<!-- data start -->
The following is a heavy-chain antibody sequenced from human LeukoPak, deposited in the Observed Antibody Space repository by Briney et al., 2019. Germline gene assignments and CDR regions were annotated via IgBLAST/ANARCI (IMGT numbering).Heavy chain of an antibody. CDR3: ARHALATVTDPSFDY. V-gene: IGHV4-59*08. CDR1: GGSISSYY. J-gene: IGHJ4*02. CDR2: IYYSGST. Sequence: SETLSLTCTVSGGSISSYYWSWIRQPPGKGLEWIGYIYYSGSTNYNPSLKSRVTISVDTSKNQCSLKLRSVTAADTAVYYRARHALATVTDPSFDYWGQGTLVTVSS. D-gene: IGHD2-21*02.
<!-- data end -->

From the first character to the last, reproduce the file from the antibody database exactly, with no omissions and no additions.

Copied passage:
The following is a heavy-chain antibody sequenced from human LeukoPak, deposited in the Observed Antibody Space repository by Briney et al., 2019. Germline gene assignments and CDR regions were annotated via IgBLAST/ANARCI (IMGT numbering).Heavy chain of an antibody. CDR3: ARHALATVTDPSFDY. V-gene: IGHV4-59*08. CDR1: GGSISSYY. J-gene: IGHJ4*02. CDR2: IYYSGST. Sequence: SETLSLTCTVSGGSISSYYWSWIRQPPGKGLEWIGYIYYSGSTNYNPSLKSRVTISVDTSKNQCSLKLRSVTAADTAVYYRARHALATVTDPSFDYWGQGTLVTVSS. D-gene: IGHD2-21*02.